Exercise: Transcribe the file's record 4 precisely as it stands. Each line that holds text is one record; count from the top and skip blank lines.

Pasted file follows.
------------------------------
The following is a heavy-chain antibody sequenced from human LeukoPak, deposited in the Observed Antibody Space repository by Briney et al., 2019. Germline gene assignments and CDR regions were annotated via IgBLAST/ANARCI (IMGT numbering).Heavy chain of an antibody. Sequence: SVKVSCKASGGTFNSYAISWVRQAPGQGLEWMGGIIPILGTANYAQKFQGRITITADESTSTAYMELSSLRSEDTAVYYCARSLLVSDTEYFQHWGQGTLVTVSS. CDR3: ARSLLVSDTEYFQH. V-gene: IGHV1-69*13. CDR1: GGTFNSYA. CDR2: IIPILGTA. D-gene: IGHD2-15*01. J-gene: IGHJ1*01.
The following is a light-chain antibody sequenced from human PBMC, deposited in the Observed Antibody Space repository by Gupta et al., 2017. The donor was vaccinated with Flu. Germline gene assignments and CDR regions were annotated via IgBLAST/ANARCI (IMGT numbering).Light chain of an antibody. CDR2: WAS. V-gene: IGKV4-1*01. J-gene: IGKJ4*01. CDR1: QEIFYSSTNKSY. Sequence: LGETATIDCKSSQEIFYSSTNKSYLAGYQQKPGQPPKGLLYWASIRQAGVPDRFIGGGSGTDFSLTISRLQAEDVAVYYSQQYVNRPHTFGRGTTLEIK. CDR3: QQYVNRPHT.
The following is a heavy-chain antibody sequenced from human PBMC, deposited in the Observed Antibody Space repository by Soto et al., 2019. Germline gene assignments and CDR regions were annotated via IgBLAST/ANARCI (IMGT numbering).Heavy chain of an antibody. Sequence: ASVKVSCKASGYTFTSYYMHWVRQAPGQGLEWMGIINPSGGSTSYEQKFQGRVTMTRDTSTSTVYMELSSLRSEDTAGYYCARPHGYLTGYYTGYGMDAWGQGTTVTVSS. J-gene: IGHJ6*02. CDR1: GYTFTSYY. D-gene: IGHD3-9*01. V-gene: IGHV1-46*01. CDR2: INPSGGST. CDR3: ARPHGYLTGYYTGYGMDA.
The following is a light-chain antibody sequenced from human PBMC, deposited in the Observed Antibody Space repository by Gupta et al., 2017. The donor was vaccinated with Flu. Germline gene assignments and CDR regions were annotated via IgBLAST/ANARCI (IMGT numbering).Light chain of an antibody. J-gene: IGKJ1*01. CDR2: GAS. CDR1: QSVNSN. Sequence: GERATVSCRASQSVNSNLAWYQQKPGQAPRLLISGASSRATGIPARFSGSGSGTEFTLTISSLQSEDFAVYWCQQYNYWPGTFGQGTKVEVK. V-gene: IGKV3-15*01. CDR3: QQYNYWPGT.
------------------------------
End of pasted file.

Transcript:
The following is a light-chain antibody sequenced from human PBMC, deposited in the Observed Antibody Space repository by Gupta et al., 2017. The donor was vaccinated with Flu. Germline gene assignments and CDR regions were annotated via IgBLAST/ANARCI (IMGT numbering).Light chain of an antibody. J-gene: IGKJ1*01. CDR2: GAS. CDR1: QSVNSN. Sequence: GERATVSCRASQSVNSNLAWYQQKPGQAPRLLISGASSRATGIPARFSGSGSGTEFTLTISSLQSEDFAVYWCQQYNYWPGTFGQGTKVEVK. V-gene: IGKV3-15*01. CDR3: QQYNYWPGT.